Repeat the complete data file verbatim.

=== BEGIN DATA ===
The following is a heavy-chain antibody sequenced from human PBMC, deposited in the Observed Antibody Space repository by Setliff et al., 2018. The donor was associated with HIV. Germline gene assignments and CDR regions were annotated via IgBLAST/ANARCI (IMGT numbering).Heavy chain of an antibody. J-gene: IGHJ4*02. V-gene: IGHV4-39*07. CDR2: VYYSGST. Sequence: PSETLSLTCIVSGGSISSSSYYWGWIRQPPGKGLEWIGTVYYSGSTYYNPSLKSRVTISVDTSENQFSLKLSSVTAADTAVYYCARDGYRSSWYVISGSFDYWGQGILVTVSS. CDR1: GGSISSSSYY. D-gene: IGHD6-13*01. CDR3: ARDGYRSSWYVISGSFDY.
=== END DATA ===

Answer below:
The following is a heavy-chain antibody sequenced from human PBMC, deposited in the Observed Antibody Space repository by Setliff et al., 2018. The donor was associated with HIV. Germline gene assignments and CDR regions were annotated via IgBLAST/ANARCI (IMGT numbering).Heavy chain of an antibody. J-gene: IGHJ4*02. V-gene: IGHV4-39*07. CDR2: VYYSGST. Sequence: PSETLSLTCIVSGGSISSSSYYWGWIRQPPGKGLEWIGTVYYSGSTYYNPSLKSRVTISVDTSENQFSLKLSSVTAADTAVYYCARDGYRSSWYVISGSFDYWGQGILVTVSS. CDR1: GGSISSSSYY. D-gene: IGHD6-13*01. CDR3: ARDGYRSSWYVISGSFDY.